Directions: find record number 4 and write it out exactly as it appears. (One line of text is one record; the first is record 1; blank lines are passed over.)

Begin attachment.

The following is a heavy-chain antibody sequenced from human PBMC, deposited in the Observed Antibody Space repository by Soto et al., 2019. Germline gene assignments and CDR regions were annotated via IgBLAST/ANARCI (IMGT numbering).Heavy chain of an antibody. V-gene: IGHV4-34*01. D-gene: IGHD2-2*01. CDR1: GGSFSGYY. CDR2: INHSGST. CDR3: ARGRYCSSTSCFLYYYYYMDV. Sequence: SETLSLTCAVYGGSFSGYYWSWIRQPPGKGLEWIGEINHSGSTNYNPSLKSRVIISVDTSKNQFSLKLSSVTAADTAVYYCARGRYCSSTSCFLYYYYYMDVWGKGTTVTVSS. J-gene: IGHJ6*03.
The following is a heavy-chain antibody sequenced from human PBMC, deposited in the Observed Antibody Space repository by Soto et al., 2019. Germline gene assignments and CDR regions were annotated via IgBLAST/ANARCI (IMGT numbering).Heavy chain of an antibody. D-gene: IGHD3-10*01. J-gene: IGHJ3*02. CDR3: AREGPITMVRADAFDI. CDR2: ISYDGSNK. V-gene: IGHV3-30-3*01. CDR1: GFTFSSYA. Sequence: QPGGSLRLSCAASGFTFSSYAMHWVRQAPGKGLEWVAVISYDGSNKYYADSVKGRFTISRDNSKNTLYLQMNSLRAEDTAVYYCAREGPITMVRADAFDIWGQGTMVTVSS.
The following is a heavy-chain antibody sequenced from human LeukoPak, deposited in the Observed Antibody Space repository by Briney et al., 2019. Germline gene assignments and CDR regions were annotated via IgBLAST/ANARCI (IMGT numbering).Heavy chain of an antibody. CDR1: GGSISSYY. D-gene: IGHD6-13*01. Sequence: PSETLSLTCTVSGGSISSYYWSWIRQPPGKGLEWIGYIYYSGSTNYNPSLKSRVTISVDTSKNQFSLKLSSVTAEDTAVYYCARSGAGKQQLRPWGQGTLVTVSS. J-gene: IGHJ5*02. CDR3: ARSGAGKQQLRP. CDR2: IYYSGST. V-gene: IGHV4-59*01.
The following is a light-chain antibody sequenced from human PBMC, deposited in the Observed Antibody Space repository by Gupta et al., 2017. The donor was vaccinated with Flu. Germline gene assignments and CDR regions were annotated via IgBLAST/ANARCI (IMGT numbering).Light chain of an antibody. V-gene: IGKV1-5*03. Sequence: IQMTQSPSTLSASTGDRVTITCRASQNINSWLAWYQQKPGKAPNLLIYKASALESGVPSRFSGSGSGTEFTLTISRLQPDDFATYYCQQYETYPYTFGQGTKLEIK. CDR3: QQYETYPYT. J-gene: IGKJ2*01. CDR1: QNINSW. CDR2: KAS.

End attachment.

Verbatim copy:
The following is a light-chain antibody sequenced from human PBMC, deposited in the Observed Antibody Space repository by Gupta et al., 2017. The donor was vaccinated with Flu. Germline gene assignments and CDR regions were annotated via IgBLAST/ANARCI (IMGT numbering).Light chain of an antibody. V-gene: IGKV1-5*03. Sequence: IQMTQSPSTLSASTGDRVTITCRASQNINSWLAWYQQKPGKAPNLLIYKASALESGVPSRFSGSGSGTEFTLTISRLQPDDFATYYCQQYETYPYTFGQGTKLEIK. CDR3: QQYETYPYT. J-gene: IGKJ2*01. CDR1: QNINSW. CDR2: KAS.